Diss man gives his art away for free to bring joy and raise money for charity
A man is blending creativity with generosity to help him tackle post-traumatic stress disorder.
Joseph Darin, 34, who lives in Diss, took up oil painting at the start of October, and has already painted eight landscape scenes from his imagination and given most of them away.
Mr Darin hopes his paintings will bring some happiness to others during the current crisis, and finds that painting helps him to deal with the PTSD issues he suffers with due to military service – the details of which cannot be made public.
He said: “I grew up watching Bob Ross on television with my dad, but I didn’t start painting until very recently.
“The process of putting a painting together helps me unwind and I figured that if I got joy out of painting then someone might find joy in looking at them and owning them.
“I wanted to provide them for free to anyone who wants them, but if they really want to pay something for them, I simply ask that they donate what they think the painting is worth to a charity of their choice.”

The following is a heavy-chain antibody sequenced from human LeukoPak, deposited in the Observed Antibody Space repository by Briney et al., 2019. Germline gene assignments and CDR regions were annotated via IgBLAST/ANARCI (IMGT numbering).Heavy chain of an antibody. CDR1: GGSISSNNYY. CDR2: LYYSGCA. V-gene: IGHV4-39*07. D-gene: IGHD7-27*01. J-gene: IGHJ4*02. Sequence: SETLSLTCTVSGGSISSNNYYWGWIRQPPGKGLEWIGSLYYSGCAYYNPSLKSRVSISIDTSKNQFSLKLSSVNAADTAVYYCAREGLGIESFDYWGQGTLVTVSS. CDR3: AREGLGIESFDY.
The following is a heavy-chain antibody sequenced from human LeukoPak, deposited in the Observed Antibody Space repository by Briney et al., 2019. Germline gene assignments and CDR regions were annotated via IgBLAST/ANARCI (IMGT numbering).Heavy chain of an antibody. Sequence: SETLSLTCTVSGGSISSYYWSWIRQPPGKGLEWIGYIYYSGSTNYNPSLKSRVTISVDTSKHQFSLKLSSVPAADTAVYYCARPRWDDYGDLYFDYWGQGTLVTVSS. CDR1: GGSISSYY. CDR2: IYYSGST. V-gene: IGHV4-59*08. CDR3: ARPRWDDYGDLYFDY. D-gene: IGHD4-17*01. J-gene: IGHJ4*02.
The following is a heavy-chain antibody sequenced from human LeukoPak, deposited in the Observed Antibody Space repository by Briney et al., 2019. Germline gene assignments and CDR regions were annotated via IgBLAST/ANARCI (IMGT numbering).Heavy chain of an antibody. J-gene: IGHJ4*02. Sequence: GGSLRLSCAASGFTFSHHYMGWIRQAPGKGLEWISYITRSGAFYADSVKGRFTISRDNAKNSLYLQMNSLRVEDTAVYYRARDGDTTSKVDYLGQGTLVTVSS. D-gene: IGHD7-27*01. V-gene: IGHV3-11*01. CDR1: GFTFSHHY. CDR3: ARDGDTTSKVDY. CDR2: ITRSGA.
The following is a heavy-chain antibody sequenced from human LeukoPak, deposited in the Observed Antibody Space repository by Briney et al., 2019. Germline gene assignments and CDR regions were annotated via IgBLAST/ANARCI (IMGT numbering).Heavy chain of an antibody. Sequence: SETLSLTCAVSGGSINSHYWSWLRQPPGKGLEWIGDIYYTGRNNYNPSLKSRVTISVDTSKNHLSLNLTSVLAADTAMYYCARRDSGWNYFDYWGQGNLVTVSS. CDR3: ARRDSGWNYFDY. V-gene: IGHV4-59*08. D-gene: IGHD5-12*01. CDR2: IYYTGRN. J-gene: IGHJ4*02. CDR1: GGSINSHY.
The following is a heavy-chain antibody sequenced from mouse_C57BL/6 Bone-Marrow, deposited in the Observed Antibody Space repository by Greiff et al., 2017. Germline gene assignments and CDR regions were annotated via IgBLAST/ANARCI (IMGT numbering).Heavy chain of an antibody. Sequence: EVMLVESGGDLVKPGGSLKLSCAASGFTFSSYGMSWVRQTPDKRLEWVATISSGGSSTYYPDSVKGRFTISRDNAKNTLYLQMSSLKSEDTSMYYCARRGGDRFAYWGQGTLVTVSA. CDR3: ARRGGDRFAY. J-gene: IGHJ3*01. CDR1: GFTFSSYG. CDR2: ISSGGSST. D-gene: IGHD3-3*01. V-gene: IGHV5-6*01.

Mr Darin explained that the creative process has a positive effect on his mental wellbeing, adding: “For me, painting aids my mindfulness. It helps me be in the moment and not worry about what I can’t control.
“In my paintings, I have total control and am able to let my creative side flow. There are no mistakes – just happy accidents.
“It’s strange, but in other parts of my life, having templates to work from has always been really helpful, but if I try to paint from a template or photo, it always turns out to be rubbish.
“Painting from my own imagination makes the end product better and makes me more at ease with what’s on the canvas. I’ll keep giving them away at least until 2021.”
Mr Darin, whose paintings have already resulted in a donation being made to a mental health charity, spends between 90 minutes and three hours on each painting, conjuring up colourful landscapes before giving the creations away on the Diss Community Facebook page.
He credits Captain Tom Moore’s efforts for the NHS with sparking his own desire to fundraise, describing the 100-year-old as a “selfless inspiration”.